On a day when other medal chances didn't materialize, the U.S. needed one more medal to guarantee 37 in all, the most by any nation at a Winter Olympics, topping Germany's 36 at the 2002 Winter Games in Salt Lake City.
Americans came up just short in the long-track speedskating women's pursuit and the men's snowboarding parallel giant slalom. But the U.S. did take silver in the long track men's pursuit (which was guaranteed by being in the two-team final), led by veteran skater Chad Hedrick, and is also guaranteed at least silver in the men's hockey final Sunday against Canada.
That left bobsled at the last chance for the U.S. to make Olympic history here, and Holcomb with his team took care of that. Besides Curt Tomasevicz, also a Colorado Springs resident, the others on USA 1 were Steve Mesler and Justin Olsen.
They set track records with their first and second runs on Friday, then solidified their lead in the third heat earlier Saturday. That gave Holcomb a lead of 0.40 of a second, plenty of time in bobsled and enough that he didn't have to take big chances on the last run. All he had to do was avoid serious mistakes, and he did.
Steven Holcomb and Curt Tomasevicz, resident athletes at the Olympic Training Center in Colorado Springs, are on the brink of bringing four-man bobsled gold back to the OTC after maintaining their lead through the next-to-last run Saturday afternoon at Whistler Sliding Center.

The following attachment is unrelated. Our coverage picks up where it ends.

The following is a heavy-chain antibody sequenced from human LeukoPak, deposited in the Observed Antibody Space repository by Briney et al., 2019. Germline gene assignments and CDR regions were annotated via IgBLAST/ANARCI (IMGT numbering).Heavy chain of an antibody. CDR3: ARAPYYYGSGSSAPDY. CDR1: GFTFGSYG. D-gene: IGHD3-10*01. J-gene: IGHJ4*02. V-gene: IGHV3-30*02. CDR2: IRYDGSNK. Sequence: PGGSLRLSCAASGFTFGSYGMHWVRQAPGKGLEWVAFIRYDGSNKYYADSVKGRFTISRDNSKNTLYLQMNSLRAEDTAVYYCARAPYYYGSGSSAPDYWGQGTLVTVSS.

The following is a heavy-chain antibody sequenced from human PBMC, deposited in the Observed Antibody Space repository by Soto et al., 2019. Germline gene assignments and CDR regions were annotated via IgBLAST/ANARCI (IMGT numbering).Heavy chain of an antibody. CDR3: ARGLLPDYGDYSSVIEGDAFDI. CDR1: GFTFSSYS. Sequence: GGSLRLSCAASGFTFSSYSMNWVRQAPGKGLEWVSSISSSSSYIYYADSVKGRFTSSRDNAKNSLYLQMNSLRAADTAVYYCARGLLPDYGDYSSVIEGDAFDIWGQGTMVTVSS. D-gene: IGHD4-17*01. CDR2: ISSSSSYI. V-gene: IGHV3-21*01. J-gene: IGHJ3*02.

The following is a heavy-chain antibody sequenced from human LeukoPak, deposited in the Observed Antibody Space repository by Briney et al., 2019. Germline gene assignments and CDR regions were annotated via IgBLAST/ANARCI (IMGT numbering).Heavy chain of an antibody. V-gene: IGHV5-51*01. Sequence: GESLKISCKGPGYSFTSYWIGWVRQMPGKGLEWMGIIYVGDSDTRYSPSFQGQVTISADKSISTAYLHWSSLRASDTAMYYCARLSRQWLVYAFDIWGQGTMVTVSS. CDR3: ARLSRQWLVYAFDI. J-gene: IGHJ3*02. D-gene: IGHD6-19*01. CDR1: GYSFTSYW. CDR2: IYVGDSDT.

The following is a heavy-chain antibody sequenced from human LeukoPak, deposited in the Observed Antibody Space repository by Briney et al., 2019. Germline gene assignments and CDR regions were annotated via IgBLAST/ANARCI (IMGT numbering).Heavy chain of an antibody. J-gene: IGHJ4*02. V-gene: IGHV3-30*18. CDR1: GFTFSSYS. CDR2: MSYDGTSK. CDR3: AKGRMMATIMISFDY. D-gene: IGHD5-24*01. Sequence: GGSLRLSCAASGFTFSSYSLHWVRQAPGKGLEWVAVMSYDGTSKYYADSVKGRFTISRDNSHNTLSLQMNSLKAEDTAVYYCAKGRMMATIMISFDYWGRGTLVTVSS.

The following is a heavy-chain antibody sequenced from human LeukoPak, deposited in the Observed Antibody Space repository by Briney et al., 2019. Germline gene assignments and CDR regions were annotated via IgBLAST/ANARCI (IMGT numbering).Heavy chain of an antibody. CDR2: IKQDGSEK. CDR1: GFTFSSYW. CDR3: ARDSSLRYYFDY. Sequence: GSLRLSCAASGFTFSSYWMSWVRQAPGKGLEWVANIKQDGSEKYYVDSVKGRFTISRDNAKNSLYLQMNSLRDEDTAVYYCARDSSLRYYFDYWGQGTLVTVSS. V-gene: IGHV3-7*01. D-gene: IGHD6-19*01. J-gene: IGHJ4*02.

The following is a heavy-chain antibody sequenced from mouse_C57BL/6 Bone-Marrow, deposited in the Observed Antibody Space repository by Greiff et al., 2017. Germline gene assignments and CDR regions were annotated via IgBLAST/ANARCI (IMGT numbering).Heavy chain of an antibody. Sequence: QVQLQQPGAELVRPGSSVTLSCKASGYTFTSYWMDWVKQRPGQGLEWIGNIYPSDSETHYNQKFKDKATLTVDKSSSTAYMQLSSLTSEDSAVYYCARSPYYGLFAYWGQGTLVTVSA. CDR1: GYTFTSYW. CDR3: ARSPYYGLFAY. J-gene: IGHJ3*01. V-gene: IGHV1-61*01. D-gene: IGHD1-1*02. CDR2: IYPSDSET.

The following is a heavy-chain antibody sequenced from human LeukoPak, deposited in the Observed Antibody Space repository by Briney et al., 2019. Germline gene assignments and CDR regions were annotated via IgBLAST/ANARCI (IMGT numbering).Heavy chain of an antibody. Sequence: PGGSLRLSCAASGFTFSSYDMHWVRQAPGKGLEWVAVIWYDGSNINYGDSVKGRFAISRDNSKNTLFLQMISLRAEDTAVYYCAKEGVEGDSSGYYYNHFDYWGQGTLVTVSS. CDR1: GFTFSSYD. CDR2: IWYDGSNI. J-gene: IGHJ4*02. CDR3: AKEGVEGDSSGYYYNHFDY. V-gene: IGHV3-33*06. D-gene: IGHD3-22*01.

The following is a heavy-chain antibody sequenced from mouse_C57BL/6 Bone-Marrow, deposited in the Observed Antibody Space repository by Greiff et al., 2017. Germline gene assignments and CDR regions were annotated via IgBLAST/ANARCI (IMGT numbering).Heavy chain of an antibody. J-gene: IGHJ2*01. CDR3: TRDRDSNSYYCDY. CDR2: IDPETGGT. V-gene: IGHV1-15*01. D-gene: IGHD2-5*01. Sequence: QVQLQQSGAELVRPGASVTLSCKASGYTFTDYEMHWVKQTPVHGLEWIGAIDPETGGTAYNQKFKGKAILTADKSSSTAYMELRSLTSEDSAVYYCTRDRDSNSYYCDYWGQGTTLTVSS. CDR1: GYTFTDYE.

Holcomb drove the USA 1 "Night Train" black sled to a third-heat time of 51.19 seconds, slightly slower than the team's two runs Friday, but nobody else was that fast on a track that wasn't quite as quick as for the first two heats.
Canada 1 is second, 0.45 of a second behind USA 1, but as Canadian driver Lyndon Rush said, "That's a huge margin in our sport. Those guys are laying a whipping on the rest of us."
Germany 1, driven by three-time Olympic champion Andre Lang is third, 0.54 of a second off the lead, followed by Germany 2 and Canada 2.
The final heat of the four-man event starts at 3:40 p.m. Mountain time.
Nobody inside the U.S. Olympic movement wants to take credit for the American athletes' unprecedented successes here at the 2010 Winter Games over the past two weeks, but some athletes and officials offered some reasons Saturday morning at the U.S. Olympic Committee's wrapup news conference.
New CEO Scott Blackmun looked back to "programs that we put into place after Nagano," reacting to the 1998 Winter Games in Japan when the U.S. came away with only 13 medals. Blackmun said the USOC began developing "customized partnerships" with each of the different sports, because all had different circumstances and needs.